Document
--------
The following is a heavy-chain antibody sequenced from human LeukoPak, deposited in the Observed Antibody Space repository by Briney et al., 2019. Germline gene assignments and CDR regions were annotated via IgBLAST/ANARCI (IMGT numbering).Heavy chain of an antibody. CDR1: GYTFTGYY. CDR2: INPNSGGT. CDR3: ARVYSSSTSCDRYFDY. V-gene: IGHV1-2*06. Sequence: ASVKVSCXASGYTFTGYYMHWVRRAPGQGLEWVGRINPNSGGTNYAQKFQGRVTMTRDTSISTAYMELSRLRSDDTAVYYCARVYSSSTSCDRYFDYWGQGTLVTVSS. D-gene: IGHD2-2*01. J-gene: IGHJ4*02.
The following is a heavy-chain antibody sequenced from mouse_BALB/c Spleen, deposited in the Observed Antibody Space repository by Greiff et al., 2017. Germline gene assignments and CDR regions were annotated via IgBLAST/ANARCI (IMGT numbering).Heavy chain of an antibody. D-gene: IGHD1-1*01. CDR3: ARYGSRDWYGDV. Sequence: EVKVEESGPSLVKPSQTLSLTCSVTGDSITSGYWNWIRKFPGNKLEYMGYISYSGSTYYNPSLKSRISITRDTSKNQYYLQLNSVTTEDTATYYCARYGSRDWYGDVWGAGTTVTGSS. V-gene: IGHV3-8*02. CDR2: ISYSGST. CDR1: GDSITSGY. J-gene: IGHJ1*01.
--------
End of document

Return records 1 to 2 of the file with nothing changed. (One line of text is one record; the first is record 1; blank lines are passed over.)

The following is a heavy-chain antibody sequenced from human LeukoPak, deposited in the Observed Antibody Space repository by Briney et al., 2019. Germline gene assignments and CDR regions were annotated via IgBLAST/ANARCI (IMGT numbering).Heavy chain of an antibody. CDR1: GYTFTGYY. CDR2: INPNSGGT. CDR3: ARVYSSSTSCDRYFDY. V-gene: IGHV1-2*06. Sequence: ASVKVSCXASGYTFTGYYMHWVRRAPGQGLEWVGRINPNSGGTNYAQKFQGRVTMTRDTSISTAYMELSRLRSDDTAVYYCARVYSSSTSCDRYFDYWGQGTLVTVSS. D-gene: IGHD2-2*01. J-gene: IGHJ4*02.
The following is a heavy-chain antibody sequenced from mouse_BALB/c Spleen, deposited in the Observed Antibody Space repository by Greiff et al., 2017. Germline gene assignments and CDR regions were annotated via IgBLAST/ANARCI (IMGT numbering).Heavy chain of an antibody. D-gene: IGHD1-1*01. CDR3: ARYGSRDWYGDV. Sequence: EVKVEESGPSLVKPSQTLSLTCSVTGDSITSGYWNWIRKFPGNKLEYMGYISYSGSTYYNPSLKSRISITRDTSKNQYYLQLNSVTTEDTATYYCARYGSRDWYGDVWGAGTTVTGSS. V-gene: IGHV3-8*02. CDR2: ISYSGST. CDR1: GDSITSGY. J-gene: IGHJ1*01.